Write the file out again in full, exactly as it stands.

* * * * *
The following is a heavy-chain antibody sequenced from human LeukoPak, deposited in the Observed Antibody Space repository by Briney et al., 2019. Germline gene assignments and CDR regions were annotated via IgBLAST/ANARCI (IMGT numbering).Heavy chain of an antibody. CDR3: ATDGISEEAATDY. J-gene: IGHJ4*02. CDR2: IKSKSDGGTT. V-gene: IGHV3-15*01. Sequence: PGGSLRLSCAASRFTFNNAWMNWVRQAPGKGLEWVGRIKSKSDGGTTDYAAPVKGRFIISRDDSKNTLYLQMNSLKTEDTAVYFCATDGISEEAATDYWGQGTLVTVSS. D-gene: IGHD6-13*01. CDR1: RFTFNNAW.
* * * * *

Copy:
The following is a heavy-chain antibody sequenced from human LeukoPak, deposited in the Observed Antibody Space repository by Briney et al., 2019. Germline gene assignments and CDR regions were annotated via IgBLAST/ANARCI (IMGT numbering).Heavy chain of an antibody. CDR3: ATDGISEEAATDY. J-gene: IGHJ4*02. CDR2: IKSKSDGGTT. V-gene: IGHV3-15*01. Sequence: PGGSLRLSCAASRFTFNNAWMNWVRQAPGKGLEWVGRIKSKSDGGTTDYAAPVKGRFIISRDDSKNTLYLQMNSLKTEDTAVYFCATDGISEEAATDYWGQGTLVTVSS. D-gene: IGHD6-13*01. CDR1: RFTFNNAW.